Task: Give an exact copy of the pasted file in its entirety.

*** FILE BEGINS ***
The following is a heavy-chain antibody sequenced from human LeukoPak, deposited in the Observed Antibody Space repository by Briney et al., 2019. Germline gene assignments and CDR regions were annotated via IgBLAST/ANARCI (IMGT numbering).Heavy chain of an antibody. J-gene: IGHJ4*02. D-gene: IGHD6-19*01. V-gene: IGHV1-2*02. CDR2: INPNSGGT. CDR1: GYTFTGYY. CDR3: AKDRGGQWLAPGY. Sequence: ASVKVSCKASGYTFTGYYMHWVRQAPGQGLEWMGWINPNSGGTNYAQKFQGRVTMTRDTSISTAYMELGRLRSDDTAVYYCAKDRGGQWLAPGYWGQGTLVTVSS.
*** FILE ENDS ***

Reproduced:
The following is a heavy-chain antibody sequenced from human LeukoPak, deposited in the Observed Antibody Space repository by Briney et al., 2019. Germline gene assignments and CDR regions were annotated via IgBLAST/ANARCI (IMGT numbering).Heavy chain of an antibody. J-gene: IGHJ4*02. D-gene: IGHD6-19*01. V-gene: IGHV1-2*02. CDR2: INPNSGGT. CDR1: GYTFTGYY. CDR3: AKDRGGQWLAPGY. Sequence: ASVKVSCKASGYTFTGYYMHWVRQAPGQGLEWMGWINPNSGGTNYAQKFQGRVTMTRDTSISTAYMELGRLRSDDTAVYYCAKDRGGQWLAPGYWGQGTLVTVSS.